After ten months of this, I accepted that there were major differences between men and women. Even if it is a mere social construct. Like wearing shorts, violence became a similarity among the boys. Building and playing with the trucks also became a boy activity. The girls played tag, and house, song-singing, and tattle-telling. If two boys were at odds with one another, they would often end up hurting one another physically. It was never a pre-meditated attack, but it was a physical expression of their changing relationship. If two girls were at odds, they would fight for the attention of the group, usually through their story-telling. Some of the best imaginations were housed inside of the three or four girls who took turns being ring-leaders. And all of this was happening among three and four year olds! That's how young this social expression begins! There were social expectations for them to behave in a certain way, but most of that came from home and/or the dress code. Playtime was always a choice, and the boys chose different activities than the girls.

I remember discussing this with the teacher once or twice. Her observations were interesting as well. Having gone to school to learn how to analyze the children, and making this her life work, she understood much more than I did. She told me that both sexes went through this phase of finding a "best friend." Whether they were friends for life, or only through prep school didn't really matter. They were all learning how to partner up. This would later be used as adults as they found their mates. I thought that was pretty interesting.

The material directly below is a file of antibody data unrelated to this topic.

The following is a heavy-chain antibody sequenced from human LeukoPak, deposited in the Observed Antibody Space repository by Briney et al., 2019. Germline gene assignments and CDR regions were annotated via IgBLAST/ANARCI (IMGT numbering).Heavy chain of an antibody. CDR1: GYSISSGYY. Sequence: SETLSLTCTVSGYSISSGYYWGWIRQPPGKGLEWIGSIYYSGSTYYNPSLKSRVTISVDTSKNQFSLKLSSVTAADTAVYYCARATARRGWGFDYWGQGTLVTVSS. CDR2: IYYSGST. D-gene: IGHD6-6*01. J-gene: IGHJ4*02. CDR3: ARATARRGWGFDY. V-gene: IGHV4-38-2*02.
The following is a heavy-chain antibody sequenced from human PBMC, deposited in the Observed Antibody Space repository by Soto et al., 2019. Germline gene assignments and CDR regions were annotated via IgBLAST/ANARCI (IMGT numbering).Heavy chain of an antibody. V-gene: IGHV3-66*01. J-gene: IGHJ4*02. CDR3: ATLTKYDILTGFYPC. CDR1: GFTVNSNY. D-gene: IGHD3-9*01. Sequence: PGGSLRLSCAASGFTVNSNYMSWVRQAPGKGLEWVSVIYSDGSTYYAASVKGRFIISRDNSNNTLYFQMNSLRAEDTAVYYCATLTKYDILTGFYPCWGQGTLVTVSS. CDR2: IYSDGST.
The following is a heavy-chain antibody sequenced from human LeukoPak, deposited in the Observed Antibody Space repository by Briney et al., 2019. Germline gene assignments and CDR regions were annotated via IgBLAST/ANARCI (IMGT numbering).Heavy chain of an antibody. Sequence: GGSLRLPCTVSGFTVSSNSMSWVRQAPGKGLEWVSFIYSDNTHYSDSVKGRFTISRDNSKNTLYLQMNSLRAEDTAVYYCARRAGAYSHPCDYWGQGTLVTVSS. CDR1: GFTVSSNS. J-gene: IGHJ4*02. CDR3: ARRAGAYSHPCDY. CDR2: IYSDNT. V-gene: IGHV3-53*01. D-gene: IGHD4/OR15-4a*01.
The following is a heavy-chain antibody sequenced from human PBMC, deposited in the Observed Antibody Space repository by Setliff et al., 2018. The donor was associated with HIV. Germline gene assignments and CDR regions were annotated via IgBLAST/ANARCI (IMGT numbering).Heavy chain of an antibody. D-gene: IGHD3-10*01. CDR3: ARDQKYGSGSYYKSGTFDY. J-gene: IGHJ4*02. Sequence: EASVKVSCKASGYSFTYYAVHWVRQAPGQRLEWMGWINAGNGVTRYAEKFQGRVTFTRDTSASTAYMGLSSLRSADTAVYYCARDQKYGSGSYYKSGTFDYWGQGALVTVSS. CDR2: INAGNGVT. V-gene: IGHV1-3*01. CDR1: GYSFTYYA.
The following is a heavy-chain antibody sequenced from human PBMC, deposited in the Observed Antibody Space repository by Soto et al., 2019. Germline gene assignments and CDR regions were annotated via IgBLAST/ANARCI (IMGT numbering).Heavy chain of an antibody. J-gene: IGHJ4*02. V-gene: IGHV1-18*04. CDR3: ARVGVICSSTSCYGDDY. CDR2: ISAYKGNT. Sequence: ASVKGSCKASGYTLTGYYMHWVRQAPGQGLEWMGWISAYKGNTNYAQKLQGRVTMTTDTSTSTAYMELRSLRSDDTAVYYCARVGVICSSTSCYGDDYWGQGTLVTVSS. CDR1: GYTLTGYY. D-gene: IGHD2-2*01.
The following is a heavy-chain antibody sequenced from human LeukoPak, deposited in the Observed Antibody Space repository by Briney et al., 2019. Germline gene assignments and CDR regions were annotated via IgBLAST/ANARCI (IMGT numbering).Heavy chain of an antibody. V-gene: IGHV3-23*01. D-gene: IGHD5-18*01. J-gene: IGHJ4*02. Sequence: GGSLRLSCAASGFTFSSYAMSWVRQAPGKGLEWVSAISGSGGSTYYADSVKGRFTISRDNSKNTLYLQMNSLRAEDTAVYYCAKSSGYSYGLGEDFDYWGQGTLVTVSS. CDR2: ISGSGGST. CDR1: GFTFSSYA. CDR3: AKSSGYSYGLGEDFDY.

Last spring, I started seeing a counsellor. She was amazingly helpful! The best conversation we had was about childhood situations like the ones I had been observing in England. Most things that we do as adults, she told me, have their beginning in childhood or adolescence. When I would bring up an emotion I had in a situation of the time, she would ask me when the first time I had felt that was. Often it had been in childhood. With only a question or two, she made me realize that continuing to think that way was ridiculous. Life is not the same as childhood. The people I wanted to be in elementary school did not turn out any better than I did. And they probably wanted to be me at some point too. Realizing this made me heal so much faster. Most of it, I think, was merely being able to let go of the past and just move on. But, some of the things I learned in elementary school, are still kind of important.